Wednesday, July 13, 2011

Why the FitBit is FanTastic.

                                                                                            Photo: www.FitBit.com

Being healthier means a lot of different things, but one commonality to almost any health improvement is that, at some point, it will be hurt a little to run a mile, forego an ice cream, or down some cabbage. And that's why the FitBit is the best health tracking tool there is:

It's painless.

You put this tiny clip on your person and then forget it's there. It can go a week between charges, all the while recording your steps and calculating your total calories burned. And when you're within 15 feet of your computer, it uploads your data wirelessly (provided the hub is attached by USB). And. That's. It.

Even the fee schedule for the fitbit is painless. The device costs $100, and the basic web analytics are free--if you want, you can upgrade to more web features for a fee. Again, painless.* I've been using it for 7 months and haven't had a day go unmeasured.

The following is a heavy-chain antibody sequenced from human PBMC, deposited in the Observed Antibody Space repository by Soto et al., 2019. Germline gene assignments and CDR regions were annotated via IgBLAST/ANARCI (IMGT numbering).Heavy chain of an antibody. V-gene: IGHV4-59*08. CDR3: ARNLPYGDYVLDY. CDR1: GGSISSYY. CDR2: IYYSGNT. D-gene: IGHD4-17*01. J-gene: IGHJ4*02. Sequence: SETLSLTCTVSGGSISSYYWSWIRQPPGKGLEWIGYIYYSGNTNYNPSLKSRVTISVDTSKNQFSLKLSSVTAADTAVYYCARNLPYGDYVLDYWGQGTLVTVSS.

This is a point too easily lost: people don't necessarily want more features, they want less pain. (David Pogue engagingly demonstrates this truth here.) The makers of health apps and health games and tracking tools and health devices need to understand that most people want less tasks to do, and less to think about, rather than more. (See my post about apportioning our cognitive resources.)

Bells and whistles often become work, and living healthy is already a full time job.


*Compare FitBit to the BodyMedia armband. It's accuracy is unparalleled, and it's able to measure your calories burned even while watching TV and sleeping. The web profile is flashy, and there's a great smartphone app that enables you to watch your data in real time. And... it's a little painful. 

The armband is bulky (how do you wear it at work?), you have to take it off and physically plug it into your computer every day, and there's an unavoidable monthly fee. It's painful.

Note: I have no affiliation with FitBit and no axe to grind with BodyMedia. 

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